14 June 1996

Slide forecast in arable profit

By Robert Harris

ARABLE profits will decline from now to the end of the decade, according to NFU senior economist, Sion Roberts.

"In 1995 we had high yields, high prices, and area payments were up. Gross margins were at their highest level since our records began," he told a pre-Cereals 96 conference organised by the Plunkett Foundation.

Over the next three or four years, declining prices and rising variable costs will erode that peak, he believes, by as much as 35%. "I have assumed the 1995 wheat price of £118/t for this year, then down to £110/t for the next two years. It is quite possible that could come down a lot quicker if the world price falls."

That is very likely, Mr Roberts stresses. Although the world price has rocketed (to over $200/t) in the last 12 months, it is only repeating a cyclical pattern. Average prices have hovered around $145/t for the last 20 years.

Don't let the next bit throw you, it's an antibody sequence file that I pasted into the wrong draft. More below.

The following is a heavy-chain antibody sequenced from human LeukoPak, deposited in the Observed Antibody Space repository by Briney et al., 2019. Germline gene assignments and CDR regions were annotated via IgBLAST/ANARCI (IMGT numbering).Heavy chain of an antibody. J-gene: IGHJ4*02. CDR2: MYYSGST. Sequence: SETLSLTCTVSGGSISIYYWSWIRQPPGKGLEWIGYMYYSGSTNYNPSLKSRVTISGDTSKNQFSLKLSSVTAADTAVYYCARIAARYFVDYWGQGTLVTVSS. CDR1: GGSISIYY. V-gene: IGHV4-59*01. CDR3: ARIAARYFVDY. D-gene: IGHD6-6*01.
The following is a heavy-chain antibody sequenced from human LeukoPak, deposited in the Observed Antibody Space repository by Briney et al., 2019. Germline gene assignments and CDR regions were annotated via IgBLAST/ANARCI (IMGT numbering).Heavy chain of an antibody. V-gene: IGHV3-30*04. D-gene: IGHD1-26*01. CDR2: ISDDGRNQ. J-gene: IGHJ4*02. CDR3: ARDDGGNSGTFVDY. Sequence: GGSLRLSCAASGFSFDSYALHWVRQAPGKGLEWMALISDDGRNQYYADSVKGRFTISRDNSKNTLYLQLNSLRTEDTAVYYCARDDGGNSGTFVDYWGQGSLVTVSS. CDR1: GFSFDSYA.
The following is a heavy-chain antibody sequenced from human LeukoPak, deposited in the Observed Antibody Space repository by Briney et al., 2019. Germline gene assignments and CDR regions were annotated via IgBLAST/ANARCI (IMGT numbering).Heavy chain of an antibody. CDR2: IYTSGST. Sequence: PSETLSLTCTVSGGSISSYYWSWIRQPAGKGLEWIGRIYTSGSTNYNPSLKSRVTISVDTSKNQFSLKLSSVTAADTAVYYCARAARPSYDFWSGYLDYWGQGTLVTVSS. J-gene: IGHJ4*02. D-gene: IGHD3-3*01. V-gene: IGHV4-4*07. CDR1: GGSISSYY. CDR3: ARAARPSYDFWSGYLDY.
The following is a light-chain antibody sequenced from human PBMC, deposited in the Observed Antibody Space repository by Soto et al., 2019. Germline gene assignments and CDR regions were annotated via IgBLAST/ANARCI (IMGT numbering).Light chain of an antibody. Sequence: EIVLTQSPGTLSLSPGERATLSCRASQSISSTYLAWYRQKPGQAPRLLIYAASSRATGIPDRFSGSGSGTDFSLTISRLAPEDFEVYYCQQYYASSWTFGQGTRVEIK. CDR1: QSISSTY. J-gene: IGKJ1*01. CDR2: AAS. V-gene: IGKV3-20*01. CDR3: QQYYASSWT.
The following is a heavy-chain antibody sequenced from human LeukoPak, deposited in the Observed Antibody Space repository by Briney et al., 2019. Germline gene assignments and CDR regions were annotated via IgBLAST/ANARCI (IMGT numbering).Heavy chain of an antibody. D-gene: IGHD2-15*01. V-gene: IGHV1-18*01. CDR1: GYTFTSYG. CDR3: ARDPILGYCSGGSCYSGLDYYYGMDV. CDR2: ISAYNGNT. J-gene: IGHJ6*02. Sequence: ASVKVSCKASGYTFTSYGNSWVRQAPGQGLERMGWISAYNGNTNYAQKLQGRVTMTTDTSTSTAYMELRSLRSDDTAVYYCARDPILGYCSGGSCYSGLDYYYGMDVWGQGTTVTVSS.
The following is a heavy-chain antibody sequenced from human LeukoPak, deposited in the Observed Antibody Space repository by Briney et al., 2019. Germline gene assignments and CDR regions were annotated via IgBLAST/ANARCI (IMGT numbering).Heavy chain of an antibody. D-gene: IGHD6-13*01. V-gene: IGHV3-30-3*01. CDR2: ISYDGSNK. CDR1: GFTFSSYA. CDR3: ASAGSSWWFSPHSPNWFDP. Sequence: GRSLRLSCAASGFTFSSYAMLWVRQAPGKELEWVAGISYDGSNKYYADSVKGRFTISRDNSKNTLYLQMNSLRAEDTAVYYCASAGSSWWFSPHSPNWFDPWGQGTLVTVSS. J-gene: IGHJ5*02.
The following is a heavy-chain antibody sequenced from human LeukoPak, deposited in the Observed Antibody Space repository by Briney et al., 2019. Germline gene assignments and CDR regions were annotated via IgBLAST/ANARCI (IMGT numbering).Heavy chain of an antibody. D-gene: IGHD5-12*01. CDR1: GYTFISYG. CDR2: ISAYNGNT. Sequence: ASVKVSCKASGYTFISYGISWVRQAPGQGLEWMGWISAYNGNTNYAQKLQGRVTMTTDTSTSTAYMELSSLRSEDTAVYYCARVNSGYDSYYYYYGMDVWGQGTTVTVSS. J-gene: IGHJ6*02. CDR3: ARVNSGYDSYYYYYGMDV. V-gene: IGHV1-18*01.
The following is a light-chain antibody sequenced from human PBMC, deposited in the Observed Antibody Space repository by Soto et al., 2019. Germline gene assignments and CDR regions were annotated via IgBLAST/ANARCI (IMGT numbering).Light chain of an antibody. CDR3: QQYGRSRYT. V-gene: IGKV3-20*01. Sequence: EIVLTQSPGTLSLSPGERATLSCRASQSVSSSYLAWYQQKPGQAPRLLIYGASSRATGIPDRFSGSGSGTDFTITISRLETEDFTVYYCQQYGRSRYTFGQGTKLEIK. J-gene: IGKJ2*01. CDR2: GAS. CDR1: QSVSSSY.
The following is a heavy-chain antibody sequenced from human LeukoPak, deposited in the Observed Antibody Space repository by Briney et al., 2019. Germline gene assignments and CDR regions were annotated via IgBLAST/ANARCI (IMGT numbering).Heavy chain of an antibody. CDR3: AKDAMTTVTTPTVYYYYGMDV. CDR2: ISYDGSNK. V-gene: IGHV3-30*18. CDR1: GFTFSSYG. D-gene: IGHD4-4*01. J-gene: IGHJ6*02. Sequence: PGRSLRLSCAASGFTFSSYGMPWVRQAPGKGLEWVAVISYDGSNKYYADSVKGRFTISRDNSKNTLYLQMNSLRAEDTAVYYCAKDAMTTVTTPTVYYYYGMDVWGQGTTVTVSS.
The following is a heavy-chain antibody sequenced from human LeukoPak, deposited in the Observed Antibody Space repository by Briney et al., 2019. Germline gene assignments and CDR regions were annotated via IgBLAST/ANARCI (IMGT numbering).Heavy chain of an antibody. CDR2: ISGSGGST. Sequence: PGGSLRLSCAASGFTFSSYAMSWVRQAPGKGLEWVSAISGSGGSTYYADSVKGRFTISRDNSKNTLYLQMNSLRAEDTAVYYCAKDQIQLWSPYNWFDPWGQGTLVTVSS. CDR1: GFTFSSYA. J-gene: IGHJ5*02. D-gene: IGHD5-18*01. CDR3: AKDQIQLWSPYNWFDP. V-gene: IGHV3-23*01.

Long term, that is unlikely to change, he says. Constantly rising world grain yields and higher plantings in response to current price levels could see world production rise by nearly 25% to 652mt by 2000. That easily offsets bull factors like an expected 25m tonne increase in demand from the Far East and will drive prices down.

Input costs are increasing by 7.5% a year, but he has used smaller increases for the future. "I havent kept that level to the end of the period. Putting all that together, at what I think are fairly bullish prices, and not over-the-top increases in inputs and a 3% fall a year in arable area payments, the gross margin declines quite quickly from £955/ha in 1995 down to £800/ha for 1998."

When rising fixed costs are taken into account, net margins fall from £557/ha (£225/acre) to about £360/ha (£146/acre).

Although still a long way above the late 1980s levels, it represents a "dramatic drop" from current levels, Mr Roberts warns.